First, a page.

Thirty-six miles of trouble, the West River Railroad

West River Railroad, 1907. Photo provided.

S. LONDONDERRY, Vt. – The West River Trail, whose terminus is the Depot in South Londonderry, may well be Vermont’s oldest transportation path. Native Americans called the West River “Wantastiquet” or “waters of the lonely way,” and the Wantastiquet path was an important connection from the West River valley and Fort Dummer in Brattleboro over the Green Mountains to Otter Creek and Lake Champlain.

In 1879, this path was developed into the West River Railroad, originating in Brattleboro and terminating at the South Londonderry Depot. However, not long after the railroad opened, people began to call it “36 miles of trouble.” Its narrow gauge and winding route led to undependable, if not dangerous, service. A 1903 editorial called the trains “trydaily-they go down in the morning and try to get back at night.”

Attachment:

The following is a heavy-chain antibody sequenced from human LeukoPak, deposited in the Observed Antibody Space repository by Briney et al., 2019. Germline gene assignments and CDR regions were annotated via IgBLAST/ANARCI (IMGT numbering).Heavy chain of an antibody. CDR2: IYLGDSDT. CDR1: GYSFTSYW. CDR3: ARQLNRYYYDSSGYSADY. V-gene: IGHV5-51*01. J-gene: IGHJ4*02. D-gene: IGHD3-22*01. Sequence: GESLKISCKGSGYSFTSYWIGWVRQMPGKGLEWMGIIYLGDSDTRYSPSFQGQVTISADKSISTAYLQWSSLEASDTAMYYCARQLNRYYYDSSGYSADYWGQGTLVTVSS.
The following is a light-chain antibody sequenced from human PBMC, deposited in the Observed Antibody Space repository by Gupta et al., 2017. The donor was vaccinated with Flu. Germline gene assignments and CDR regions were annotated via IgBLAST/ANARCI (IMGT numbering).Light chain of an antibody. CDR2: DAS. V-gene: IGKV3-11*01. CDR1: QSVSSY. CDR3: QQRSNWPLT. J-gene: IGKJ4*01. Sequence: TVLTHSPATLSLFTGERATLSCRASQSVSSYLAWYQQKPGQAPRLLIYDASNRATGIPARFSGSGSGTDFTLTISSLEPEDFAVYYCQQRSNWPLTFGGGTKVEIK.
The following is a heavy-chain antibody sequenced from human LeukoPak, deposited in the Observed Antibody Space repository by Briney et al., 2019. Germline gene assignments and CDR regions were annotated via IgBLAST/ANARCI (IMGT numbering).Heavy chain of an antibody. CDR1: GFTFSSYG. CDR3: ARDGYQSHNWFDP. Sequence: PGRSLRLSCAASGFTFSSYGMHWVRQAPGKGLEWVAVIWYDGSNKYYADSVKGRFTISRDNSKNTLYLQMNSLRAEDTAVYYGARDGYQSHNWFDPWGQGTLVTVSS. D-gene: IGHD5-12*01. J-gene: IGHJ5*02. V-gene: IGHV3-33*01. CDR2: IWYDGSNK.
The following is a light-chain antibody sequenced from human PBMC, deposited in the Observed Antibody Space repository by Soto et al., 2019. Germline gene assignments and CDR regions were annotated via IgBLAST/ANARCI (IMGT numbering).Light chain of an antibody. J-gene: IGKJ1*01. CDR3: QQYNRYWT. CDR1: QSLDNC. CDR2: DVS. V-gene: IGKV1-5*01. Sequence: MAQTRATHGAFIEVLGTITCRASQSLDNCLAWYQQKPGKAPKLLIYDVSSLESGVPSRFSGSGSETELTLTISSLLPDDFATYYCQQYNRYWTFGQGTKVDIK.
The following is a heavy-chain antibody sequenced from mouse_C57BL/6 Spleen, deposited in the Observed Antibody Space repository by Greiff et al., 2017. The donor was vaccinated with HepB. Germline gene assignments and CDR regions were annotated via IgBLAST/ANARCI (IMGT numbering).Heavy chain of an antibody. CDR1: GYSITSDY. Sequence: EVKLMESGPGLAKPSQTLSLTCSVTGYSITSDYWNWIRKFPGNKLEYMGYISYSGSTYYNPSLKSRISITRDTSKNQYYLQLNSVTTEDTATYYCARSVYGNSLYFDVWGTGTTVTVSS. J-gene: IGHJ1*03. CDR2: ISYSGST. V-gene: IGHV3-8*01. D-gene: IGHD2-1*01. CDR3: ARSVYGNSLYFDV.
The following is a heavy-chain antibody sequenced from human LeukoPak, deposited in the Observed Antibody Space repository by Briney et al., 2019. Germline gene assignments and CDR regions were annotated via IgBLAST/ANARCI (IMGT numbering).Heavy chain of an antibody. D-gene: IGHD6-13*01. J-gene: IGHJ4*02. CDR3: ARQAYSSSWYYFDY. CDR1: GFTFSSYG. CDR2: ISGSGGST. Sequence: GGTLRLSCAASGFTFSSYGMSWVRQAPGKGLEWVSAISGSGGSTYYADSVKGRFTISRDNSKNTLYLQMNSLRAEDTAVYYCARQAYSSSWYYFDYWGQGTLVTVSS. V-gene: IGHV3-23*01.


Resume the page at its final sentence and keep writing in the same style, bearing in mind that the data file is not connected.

Come to the Landgrove Meeting House Sunday, Oct. 7 at 5 p.m. to hear Glenn Annis, said to be the living expert on the West River Rail Road, speak about the WRRR and the earlier plan to build a rail road up over Mount Holly to Rutland and then on to Lake Champlain. Glenn’s presentation, which will include slides, is sponsored by the Landgrove Historical Society and the Landgrove Meeting House.

With thanks to The Friends of the West River Trail, a nonprofit dedicated to the establishment of a 36-mile scenic trail through the West River Valley. For historical information, go to

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